So I finally got around to playing half an hour of Halo 3: ODST last night, and while I'm not planning to write a review of it any time soon, I wanted to comment on the weird experience I had with the game.
I was playing a friend's game, so I just sort of dropped in medias res, and had no idea what was going on plot-wise, so I'm not going to bother commenting on that aspect. What I will say is that for the first fifteen minutes of my playtime I had a blast. So much fun that I couldn't remember why I'd hated Halo 3 as much as I did (by which I mean "not really that much at all").
Those of us that were looking for some real closure to Indigo Prophecy (Fahrenheit)—the ending didn't live up to expectations—will have to put our hope to rest. While publishers have approached David Cage, co-founder of Quantic Dream, about publishing a sequel—something I find really hard to believe—Cage himself has no interest in going back to that well.
Maybe it's for the best. That leaves him all the time in the world to focus on Heavy Rain. All accounts point to Heavy Rain as a worthy, spiritual successor.
"...there is a kegger down the hall. We can go as soon as I desecrate this corpse. I'm sorry Marge, where are my manners? Did you want to taunt my kill also? Press the "X" button." - Homer Simpson
If you're like me, on the one hand you're thrilled to see The Simpsons parodying videogames... outside of its own videogames (The Simpsons Hit & Run and The Simpsons Game). On the other hand, you sigh sadly with the realization that the masses are seeing one of the less savory sides of interactive play. Why couldn't the writers lampoon Shadow of the Colossus or Flower? Ah well, it was a pretty funny clip.
West Virginia was the first school system in the United States to incorporate a video game (Konami's Dance Dance Revolution) into its physical education curriculum. Now, West Virginia University, ResCare Home Care and the Special Olympics are conducting a study to see if the series has benefits for people with disabilities. According to the very small blurb I was able to find, "Participants will play the game three days a week, for eight weeks. If it is successful, the Special Olympics may consider making 'DDR' a competitive event during its annual games."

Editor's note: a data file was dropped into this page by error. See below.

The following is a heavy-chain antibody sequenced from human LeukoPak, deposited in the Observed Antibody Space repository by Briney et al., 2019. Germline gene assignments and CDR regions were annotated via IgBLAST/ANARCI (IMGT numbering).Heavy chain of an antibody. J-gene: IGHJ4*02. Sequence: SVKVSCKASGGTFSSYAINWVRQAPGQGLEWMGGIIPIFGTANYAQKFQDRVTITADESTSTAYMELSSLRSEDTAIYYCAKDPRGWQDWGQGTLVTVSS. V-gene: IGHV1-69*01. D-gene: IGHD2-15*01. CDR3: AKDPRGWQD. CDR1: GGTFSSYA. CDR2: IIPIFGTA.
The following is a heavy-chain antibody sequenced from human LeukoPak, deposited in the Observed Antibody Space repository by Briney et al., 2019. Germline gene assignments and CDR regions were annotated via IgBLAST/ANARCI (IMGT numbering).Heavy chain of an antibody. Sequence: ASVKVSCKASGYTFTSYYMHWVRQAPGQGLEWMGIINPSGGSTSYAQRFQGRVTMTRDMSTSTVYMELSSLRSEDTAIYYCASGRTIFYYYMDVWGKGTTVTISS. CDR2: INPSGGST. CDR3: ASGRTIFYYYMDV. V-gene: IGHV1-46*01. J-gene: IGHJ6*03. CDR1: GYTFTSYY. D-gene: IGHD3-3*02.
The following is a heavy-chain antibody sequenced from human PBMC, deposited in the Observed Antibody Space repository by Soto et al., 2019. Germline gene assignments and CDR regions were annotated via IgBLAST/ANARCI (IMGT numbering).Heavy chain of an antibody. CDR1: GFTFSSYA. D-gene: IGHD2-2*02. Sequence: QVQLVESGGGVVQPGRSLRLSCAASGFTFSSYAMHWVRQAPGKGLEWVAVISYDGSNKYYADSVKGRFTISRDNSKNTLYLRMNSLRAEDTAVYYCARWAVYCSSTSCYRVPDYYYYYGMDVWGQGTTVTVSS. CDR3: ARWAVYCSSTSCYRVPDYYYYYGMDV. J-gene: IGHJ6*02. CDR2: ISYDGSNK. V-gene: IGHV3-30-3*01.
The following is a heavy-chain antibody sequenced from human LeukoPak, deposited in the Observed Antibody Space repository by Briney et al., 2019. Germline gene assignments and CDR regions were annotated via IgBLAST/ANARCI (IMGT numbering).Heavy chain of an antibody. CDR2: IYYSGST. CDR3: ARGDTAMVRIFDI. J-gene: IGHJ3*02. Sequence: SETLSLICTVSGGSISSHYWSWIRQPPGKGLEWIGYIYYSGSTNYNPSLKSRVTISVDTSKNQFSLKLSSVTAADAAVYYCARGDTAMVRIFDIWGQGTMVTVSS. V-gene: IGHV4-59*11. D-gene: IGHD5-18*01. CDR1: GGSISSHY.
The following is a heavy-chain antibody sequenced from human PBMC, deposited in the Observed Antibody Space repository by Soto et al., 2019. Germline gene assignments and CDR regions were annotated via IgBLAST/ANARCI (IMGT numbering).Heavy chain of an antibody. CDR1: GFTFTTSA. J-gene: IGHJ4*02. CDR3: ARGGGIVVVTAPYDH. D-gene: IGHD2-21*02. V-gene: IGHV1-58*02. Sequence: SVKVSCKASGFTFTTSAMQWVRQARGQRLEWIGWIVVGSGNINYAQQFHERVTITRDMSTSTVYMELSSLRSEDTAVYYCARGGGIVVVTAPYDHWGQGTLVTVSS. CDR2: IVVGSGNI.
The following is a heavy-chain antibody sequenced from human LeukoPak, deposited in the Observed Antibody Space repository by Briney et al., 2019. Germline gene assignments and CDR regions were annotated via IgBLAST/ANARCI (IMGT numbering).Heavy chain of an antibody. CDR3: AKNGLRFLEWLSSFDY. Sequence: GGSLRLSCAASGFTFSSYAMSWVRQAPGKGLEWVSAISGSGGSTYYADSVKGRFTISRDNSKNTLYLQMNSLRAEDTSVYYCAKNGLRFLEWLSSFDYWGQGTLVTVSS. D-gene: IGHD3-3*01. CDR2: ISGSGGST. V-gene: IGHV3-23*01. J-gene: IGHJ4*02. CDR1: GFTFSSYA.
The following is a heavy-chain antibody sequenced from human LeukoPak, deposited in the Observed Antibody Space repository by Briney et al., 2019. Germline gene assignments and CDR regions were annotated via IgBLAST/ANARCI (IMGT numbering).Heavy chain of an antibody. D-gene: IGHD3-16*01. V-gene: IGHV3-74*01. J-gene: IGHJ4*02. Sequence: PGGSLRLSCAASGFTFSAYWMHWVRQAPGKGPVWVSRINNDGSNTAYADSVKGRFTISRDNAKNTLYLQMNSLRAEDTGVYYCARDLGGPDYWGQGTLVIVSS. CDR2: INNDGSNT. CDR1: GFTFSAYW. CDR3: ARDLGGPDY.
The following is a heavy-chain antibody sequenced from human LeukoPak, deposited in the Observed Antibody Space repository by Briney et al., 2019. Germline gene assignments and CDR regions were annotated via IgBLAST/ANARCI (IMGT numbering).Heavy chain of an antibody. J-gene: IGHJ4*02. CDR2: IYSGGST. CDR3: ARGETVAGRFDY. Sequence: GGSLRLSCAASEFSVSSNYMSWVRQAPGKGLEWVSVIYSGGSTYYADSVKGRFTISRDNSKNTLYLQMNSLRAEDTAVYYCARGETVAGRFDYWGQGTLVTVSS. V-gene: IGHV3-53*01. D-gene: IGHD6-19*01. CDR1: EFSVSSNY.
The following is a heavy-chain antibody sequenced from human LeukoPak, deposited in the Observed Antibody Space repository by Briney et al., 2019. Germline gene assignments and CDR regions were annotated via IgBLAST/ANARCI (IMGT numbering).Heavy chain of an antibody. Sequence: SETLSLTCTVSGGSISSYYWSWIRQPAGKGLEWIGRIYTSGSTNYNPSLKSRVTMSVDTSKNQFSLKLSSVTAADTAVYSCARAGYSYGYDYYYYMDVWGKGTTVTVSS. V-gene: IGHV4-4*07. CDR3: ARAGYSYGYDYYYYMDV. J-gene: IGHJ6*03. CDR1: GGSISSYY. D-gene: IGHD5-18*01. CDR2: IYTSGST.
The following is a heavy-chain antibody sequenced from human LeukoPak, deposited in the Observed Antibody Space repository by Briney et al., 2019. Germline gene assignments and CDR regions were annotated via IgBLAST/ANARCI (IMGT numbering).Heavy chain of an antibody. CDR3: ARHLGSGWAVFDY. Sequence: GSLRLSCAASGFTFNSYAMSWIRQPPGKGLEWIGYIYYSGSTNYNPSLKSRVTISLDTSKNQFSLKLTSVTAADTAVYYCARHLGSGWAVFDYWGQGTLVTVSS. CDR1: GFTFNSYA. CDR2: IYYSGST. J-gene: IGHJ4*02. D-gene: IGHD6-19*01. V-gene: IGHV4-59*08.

In preparation for this week's podcast (just wrapped up recording a few hours ago) we asked readers on the forums what title they'd like us to talk about, and they selected God Hand, from now-defunct Clover Studios. In all honesty, I never saw that one coming.
I picked up a copy back in '06 when it was brand-spanking new, and I think I logged somewhere around an hour or an hour and a half with it before I tossed it aside. I seriously hated the game at the time, my patience for its cumbersome controls and infuriating camera to be basically nil. It also didn't help that the game has an absolutely terrible first level, and does the bare minimum to introduce players to what it's all about.
Just as English literature buffs should be knowledgeable about the heavyweights of the Western canon—Macbeth, Huckleberry Finn, Ulysses, etc.—so too should videogame critics be acquainted with gaming’s megahits, games like Super Mario Bros., The Legend of Zelda, and, yes, the Halo series. So, like the English lit student who struggles to wrap his or her head around Ulysses, not because it’s enjoyable but because it’s important, I decided that I should at least try to understand Halo.
When I go through a pile of used games, I usually have a pretty good idea of what I'm looking for. I keep tabs on titles that look like solid "maybes"—games that may have a few good points, but are sketchy enough to discourage me from risking $50 buying them new. It's pretty rare that I'll end up bringing something home that I hadn't already targeted as such, but Surreal Software's The Suffering was exactly one such game.
Getting Up is a tough game for me to score. I didn't think much of the concept initially, but within just a few minutes of playing, Marc Ecko's vision crystallized and I found that it was much to my liking.
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